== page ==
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Gwyneth Paltrow initially turned down 'Shakespeare in Love' because of 'terrible breakup' with Brad Pitt

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Who doesn’t recall Gwyneth Paltrow’s memorable Oscar win at the 1999 Oscars? That speech. That dress! Well, it turns out there’s one person who can’t recall what was said up there — and it’s Paltrow. In fact, she even forgot to take home the envelope after winning Best Actress.

In an interview with Variety, Paltrow said she doesn’t remember giving her Best Actress acceptance speech for her performance in Shakespeare in Love and revealed she has never even watched. She does, however, recall who handed her that envelope.

“Jack Nicholson gave it to me,” she stated. “There’s a funny story where he’d been trying to ask me out before, and I was like, ‘I have a boyfriend!'” But it wasn’t awkward, Paltrow maintained. When she forgot to take the envelope from him, Nicholson sent it to her with a sweet note. “I have it framed,” she said.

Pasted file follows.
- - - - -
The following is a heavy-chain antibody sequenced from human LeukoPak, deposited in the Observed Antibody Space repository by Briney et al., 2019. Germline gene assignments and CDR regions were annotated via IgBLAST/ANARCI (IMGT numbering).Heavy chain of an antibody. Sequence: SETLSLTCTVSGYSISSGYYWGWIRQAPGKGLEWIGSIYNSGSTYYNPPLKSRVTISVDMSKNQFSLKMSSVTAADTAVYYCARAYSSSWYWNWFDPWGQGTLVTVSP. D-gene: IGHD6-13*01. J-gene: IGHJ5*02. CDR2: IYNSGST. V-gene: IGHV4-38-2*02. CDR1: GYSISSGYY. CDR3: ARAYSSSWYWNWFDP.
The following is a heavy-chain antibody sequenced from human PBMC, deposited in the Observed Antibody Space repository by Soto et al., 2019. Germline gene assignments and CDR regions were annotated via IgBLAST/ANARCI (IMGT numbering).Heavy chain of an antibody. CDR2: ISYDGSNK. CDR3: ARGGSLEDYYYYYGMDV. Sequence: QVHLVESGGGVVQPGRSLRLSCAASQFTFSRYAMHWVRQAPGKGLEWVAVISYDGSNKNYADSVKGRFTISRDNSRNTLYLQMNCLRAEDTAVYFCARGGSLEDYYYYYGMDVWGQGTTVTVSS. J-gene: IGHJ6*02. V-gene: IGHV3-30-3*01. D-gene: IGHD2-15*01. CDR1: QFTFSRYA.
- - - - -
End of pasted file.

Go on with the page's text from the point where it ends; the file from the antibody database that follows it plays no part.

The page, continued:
That’s just one interesting revelation from the in-depth profile where Paltrow reflected on how Shakespeare in Love changed her life 20 years ago. And it was a role that almost never came to be.

Brad Pitt and Gwyneth Paltrow attend the New York City premiere of <em>The Devil’s Own</em> in 1997. (Photo: Ron Galella/Getty Images)
Brad Pitt and Gwyneth Paltrow attend the New York City premiere of The Devil’s Own in 1997. (Photo: Ron Galella/Getty Images)

“The movie had many iterations,” Paltrow declared. “Julia Roberts was going to do it for a long time, and then that version fell apart. It ended up in Miramax, and I was the first person they offered it to.”

The actress, in her mid 20s at the time, wasn’t interested because of personal reasons.